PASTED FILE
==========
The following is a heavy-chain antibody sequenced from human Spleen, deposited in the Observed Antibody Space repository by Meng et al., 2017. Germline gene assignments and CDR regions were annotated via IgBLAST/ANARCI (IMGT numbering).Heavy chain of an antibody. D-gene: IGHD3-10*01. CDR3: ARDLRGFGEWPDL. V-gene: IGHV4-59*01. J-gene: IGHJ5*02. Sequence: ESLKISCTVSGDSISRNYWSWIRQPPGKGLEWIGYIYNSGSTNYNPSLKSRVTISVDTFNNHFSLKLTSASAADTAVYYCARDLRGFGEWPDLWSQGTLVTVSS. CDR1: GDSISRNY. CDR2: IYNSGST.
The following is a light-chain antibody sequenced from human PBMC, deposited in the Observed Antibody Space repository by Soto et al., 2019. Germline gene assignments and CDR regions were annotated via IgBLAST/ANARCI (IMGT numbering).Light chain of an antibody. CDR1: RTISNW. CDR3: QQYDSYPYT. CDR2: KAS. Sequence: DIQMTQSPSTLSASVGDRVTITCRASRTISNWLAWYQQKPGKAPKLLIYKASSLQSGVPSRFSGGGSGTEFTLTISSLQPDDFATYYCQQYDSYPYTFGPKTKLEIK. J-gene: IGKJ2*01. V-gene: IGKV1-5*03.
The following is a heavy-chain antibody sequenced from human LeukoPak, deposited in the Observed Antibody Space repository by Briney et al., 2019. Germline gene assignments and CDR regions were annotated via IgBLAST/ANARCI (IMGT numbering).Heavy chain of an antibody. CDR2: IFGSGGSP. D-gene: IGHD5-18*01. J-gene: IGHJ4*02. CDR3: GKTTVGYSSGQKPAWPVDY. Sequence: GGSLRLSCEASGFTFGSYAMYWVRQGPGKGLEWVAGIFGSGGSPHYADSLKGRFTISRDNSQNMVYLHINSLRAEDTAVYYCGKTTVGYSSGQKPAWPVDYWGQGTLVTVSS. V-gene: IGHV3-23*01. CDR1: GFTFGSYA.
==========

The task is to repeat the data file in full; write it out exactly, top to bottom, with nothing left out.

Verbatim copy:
The following is a heavy-chain antibody sequenced from human Spleen, deposited in the Observed Antibody Space repository by Meng et al., 2017. Germline gene assignments and CDR regions were annotated via IgBLAST/ANARCI (IMGT numbering).Heavy chain of an antibody. D-gene: IGHD3-10*01. CDR3: ARDLRGFGEWPDL. V-gene: IGHV4-59*01. J-gene: IGHJ5*02. Sequence: ESLKISCTVSGDSISRNYWSWIRQPPGKGLEWIGYIYNSGSTNYNPSLKSRVTISVDTFNNHFSLKLTSASAADTAVYYCARDLRGFGEWPDLWSQGTLVTVSS. CDR1: GDSISRNY. CDR2: IYNSGST.
The following is a light-chain antibody sequenced from human PBMC, deposited in the Observed Antibody Space repository by Soto et al., 2019. Germline gene assignments and CDR regions were annotated via IgBLAST/ANARCI (IMGT numbering).Light chain of an antibody. CDR1: RTISNW. CDR3: QQYDSYPYT. CDR2: KAS. Sequence: DIQMTQSPSTLSASVGDRVTITCRASRTISNWLAWYQQKPGKAPKLLIYKASSLQSGVPSRFSGGGSGTEFTLTISSLQPDDFATYYCQQYDSYPYTFGPKTKLEIK. J-gene: IGKJ2*01. V-gene: IGKV1-5*03.
The following is a heavy-chain antibody sequenced from human LeukoPak, deposited in the Observed Antibody Space repository by Briney et al., 2019. Germline gene assignments and CDR regions were annotated via IgBLAST/ANARCI (IMGT numbering).Heavy chain of an antibody. CDR2: IFGSGGSP. D-gene: IGHD5-18*01. J-gene: IGHJ4*02. CDR3: GKTTVGYSSGQKPAWPVDY. Sequence: GGSLRLSCEASGFTFGSYAMYWVRQGPGKGLEWVAGIFGSGGSPHYADSLKGRFTISRDNSQNMVYLHINSLRAEDTAVYYCGKTTVGYSSGQKPAWPVDYWGQGTLVTVSS. V-gene: IGHV3-23*01. CDR1: GFTFGSYA.